The workshop got off to a great start with attendees travelling from as far as Ypsilanti and Frankenmuth to join us. We discovered that Alpena houses NOAA’s Great Lakes Maritime Heritage Center and we were joined by the Education Coordinator as well. The news of underwater robotics competitions and tours of shipwrecks made us realize we were in a very special place indeed.
On day one, we discussed the fundamental concept of making and the conversation on the community and its needs were particularly fascinating. From hosting underwater robotics competitions to artisanal quilts and tapestries, the community had a diverse group of individuals constituting it.
On the next day, we explored many different types of maker activities and tools. These included both high tech tools like arduinos and low tech activities like glass etching.The activities with strawbees was so soothing and fun that we had a room full of people silently engrossed in their creations. A special thanks to Nancy, the IT (and strawbee) specialist at the Alpena Library, for arranging this activity. We also found the time to play a round of the design thinking game. What a fun, creative group of individuals! The two teams jumped in with gusto and came up with some amazing ideas, and their fun product pitches had us in splits. We had a soldering workshop to create paperclip sculptures, an activity right in the center of technology and art.
On day three, we covered ways of assessing open ended maker activities and revisited the missions from day one.The impromptu walking tours, the glass bottom tours of shipwrecks, the Maritime Museum and the wonderful hospitality left us wanting to stay longer. A big thanks to Jessica Luther at the Alpena County George N. Fletcher Public Library for inviting us and giving us this wonderful experience.
Shelly attended our Houghton Lake workshop and added so much excitement to our days! With a grant from the Missaukee Area Community Foundation, she’s launching a makerspace at her school, Northern Michigan Christian School.
The project was recently featured in the Cadillac News and features the quote above. You can access it via free registration or by opting to watch an ad prior to accessing the entire article.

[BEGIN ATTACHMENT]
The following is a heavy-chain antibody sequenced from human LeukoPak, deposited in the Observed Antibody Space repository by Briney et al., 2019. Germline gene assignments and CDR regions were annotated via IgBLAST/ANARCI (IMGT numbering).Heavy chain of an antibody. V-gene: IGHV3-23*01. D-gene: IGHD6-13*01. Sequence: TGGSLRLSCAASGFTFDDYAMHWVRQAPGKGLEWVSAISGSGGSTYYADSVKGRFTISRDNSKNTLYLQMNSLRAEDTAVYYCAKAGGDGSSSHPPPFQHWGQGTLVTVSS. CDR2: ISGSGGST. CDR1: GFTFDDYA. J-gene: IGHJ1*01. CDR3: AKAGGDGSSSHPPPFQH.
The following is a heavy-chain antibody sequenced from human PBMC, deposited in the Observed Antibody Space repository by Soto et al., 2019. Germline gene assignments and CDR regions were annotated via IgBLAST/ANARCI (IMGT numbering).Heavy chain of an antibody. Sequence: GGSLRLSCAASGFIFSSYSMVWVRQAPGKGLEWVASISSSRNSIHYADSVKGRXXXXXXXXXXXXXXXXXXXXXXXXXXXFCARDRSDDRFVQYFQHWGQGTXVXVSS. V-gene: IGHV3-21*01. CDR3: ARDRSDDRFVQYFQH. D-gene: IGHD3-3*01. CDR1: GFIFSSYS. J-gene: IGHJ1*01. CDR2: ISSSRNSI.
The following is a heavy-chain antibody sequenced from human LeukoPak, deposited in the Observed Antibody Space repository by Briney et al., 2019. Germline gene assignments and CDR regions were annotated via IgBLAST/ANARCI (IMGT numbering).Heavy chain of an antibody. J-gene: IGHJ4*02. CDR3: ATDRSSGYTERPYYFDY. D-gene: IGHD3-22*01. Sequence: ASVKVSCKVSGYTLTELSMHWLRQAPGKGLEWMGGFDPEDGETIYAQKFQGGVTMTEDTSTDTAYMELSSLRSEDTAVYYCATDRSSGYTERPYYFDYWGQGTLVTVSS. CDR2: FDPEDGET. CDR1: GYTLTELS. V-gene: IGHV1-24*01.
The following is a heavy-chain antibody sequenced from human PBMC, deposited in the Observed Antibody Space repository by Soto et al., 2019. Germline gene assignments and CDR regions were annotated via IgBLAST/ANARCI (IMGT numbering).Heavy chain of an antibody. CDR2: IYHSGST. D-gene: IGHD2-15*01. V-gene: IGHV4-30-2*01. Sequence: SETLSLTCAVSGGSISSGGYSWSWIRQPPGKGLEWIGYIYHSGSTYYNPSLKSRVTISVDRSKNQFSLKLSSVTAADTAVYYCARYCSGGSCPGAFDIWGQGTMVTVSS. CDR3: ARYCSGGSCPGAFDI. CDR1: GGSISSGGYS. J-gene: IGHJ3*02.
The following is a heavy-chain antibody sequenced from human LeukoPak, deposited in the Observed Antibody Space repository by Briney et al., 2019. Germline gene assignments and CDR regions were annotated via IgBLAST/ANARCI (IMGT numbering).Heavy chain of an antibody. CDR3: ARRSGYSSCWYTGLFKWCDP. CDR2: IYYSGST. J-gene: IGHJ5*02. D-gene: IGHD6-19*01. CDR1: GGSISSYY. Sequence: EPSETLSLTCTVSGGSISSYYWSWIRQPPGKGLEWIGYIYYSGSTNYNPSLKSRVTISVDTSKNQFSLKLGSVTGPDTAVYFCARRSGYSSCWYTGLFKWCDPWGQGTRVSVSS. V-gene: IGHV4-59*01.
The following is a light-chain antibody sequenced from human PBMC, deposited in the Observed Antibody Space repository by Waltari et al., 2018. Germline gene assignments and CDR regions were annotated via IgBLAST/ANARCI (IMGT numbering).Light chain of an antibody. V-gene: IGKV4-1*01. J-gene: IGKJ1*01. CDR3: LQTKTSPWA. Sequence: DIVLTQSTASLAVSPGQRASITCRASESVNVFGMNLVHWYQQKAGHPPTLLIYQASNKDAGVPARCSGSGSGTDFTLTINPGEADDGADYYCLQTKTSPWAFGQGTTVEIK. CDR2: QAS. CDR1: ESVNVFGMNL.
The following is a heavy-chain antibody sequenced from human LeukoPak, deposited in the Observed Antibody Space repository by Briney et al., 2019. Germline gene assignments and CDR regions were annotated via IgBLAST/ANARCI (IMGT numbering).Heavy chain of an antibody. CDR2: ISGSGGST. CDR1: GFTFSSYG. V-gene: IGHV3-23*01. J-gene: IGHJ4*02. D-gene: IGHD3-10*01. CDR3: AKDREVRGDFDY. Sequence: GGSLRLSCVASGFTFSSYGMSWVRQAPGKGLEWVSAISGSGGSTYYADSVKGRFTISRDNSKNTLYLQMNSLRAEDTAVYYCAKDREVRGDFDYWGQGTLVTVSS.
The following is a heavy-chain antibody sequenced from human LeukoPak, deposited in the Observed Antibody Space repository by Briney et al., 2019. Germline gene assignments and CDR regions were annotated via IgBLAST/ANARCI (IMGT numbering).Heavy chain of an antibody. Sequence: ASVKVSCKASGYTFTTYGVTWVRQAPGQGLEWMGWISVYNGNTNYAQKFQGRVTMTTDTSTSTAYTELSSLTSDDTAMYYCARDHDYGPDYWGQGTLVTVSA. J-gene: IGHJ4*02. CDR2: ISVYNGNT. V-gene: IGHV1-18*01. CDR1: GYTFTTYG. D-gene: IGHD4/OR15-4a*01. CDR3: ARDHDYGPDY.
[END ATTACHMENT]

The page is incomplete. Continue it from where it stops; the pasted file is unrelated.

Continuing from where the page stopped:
Hello, Nottawa/Centreville Making as Learning attendees! Here are the slides, and some selected images from our Flickr feed for the event (found here).
I want to take a moment and thank some of the parties, on behalf of our team, that made this workshop possible. First and foremost I’d like to thank Carrie Brueck of the Nottawa Township Library for applying and inviting us to come to her area. I’d also like to thank Glen Oaks Community College for their flexible space for us to occupy over the course of our 3 days there. And finally, I’d like to thank our attendees for making this event so great by participating and sharing their insights!
It’s been a couple weeks since our workshop at Houghton Lake ended – but we are still riding high off the thrill of our interactions with the educators and librarians we met there. We were so pleased with how the workshop went, and with the great ideas that were shared there.
We loved the energy of our participants, and their willingness to engage deeply with ideas. The small size of the group allowed for personal conversation and relationship-building and networking with participants. We expect that the great relationships and enthusiastic attitudes we saw during the workshop are going to translate into some exciting new maker initiatives in local schools and libraries!
One of the many highlights of this workshop were the small group activities. We were particularly impressed with the thoughtful, thorough designs we saw during the design-a-bag activity. The board game activity also allowed the groups’ creativity to shine.
A huge thank you to the Houghton Lake Public Library and our hosts Sarah and Kimberley, and to all the amazing folks who attended and helped make this event a success!